Jan Ineman, Jos. Počta, AI. Žák, Tom Hess, O. Chott, Jos. Januška, Jos. Voříšek, Jiří Berg, J. Koudelka, Julius Mošanský and Jos. Koudelka.
Brothers A. Lukeš from the Svornost order, Fr. Liška from the Bratří v Kruhu order and J. Koudelka from the Jan Kollár order were also received by transfer papers.
The first elected officials were as follows: Jos Koudelka as chairman, Ant. Lukeš as secretary, Al. Žák as accountant, Fr. Liška as conductor, Vác. Chott as supervisor, Tom. Hess as treasurer, Jos. Počta as inner guard and Jan Žižka as outer guard.
Since its founding the order blossomed wonderfully, climbing to a membership of 40 over a period of six years and controlling $60 in assets. Over the past four years, due to many brothers falling ill, the order found itself financially weaker. Only one brother, Ant. Černý, passed away, to whose family the order paid out a death benefit of $1,000. The wives of Brothers Andrease Kirkl, Vác. Baner and Fr. Pánka also passed away and the order paid out $250 for each of them. Over the past 10 years the Sion order has paid out $750 in support to brothers fallen ill and $85 in charity. At present the membership stands at 32 and the order owns assets amounting to $404.32.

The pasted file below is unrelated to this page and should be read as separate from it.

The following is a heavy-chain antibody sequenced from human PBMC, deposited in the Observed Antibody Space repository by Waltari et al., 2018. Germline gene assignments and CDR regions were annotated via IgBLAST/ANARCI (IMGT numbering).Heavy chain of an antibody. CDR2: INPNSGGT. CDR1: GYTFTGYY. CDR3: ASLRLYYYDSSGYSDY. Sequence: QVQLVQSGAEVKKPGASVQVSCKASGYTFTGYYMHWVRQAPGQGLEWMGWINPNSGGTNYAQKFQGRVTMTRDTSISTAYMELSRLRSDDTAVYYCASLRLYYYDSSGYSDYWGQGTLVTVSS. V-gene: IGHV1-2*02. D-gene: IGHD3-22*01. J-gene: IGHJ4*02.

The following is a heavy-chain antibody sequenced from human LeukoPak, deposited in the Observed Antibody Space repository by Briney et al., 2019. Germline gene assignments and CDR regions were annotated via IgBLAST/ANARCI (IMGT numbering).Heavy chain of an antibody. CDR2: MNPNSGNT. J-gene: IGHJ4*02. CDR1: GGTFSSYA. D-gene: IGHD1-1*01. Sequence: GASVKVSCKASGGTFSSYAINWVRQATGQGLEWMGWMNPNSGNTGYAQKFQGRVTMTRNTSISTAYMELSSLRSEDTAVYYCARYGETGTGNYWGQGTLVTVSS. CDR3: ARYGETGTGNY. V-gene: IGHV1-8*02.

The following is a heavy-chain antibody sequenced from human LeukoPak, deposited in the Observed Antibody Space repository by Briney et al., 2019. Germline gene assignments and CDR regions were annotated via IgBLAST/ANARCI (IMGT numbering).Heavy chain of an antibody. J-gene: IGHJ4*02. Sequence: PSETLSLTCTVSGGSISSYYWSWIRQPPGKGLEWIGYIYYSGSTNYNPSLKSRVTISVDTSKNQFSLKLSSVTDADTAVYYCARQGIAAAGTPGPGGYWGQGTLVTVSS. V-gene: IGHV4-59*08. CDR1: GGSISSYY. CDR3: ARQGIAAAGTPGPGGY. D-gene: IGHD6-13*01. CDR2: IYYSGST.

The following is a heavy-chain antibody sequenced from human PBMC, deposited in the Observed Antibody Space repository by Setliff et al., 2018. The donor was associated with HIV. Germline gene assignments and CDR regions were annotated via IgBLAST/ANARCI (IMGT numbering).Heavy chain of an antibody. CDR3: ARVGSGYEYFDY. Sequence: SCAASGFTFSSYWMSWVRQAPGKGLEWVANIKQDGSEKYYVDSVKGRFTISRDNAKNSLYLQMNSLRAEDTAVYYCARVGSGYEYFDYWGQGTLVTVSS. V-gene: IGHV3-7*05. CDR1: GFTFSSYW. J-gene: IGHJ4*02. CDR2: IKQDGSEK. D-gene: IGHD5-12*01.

This sums up the history of the order.
</ file 49, page 84
List of Members of Sion, Order No. 110
Jos. Koudelka, Ant. Lukeš, Fr. Liška, Al. Žák, Jos. Počta, Jos Voříšek, Jan Ineman, Jos. Januška, Jiří Birampl, Julius Mošanský, Jos Říha, Vác. Bauer, Vác. Novák, Jan Rozenbaum, Vác. Rozenbaum, Jos. Soukup, Al. Papež, Jos. Pokorný, Fr. Kůs, Fr. Černý, Fr. Stainer, Jan Batysta, Fr. Peck, Fr. Bierhanzl, Jos. Veverka, Jos. Karl, Mat. Stefan, Ferd. Kebrdle, Ed. Miller, Dom. Janda, Jos. Vošmík and Jos. Šlepr.
Čechomír, Order No. 123 of Č.S.P.S.
in Cleveland, Ohio
On April 3 of 1885 several Czech compatriots living in Cleveland met in what was the 14th ward (now the 25th) at J. Ondráček’s on Portage Street, and voted to establish a club which would later be incorporated into a support federation. Due to lack of space the club was later moved to Vác. Klipec’s on Hamm Street, where a meeting was held every Sunday afternoon and where additional members were accepted.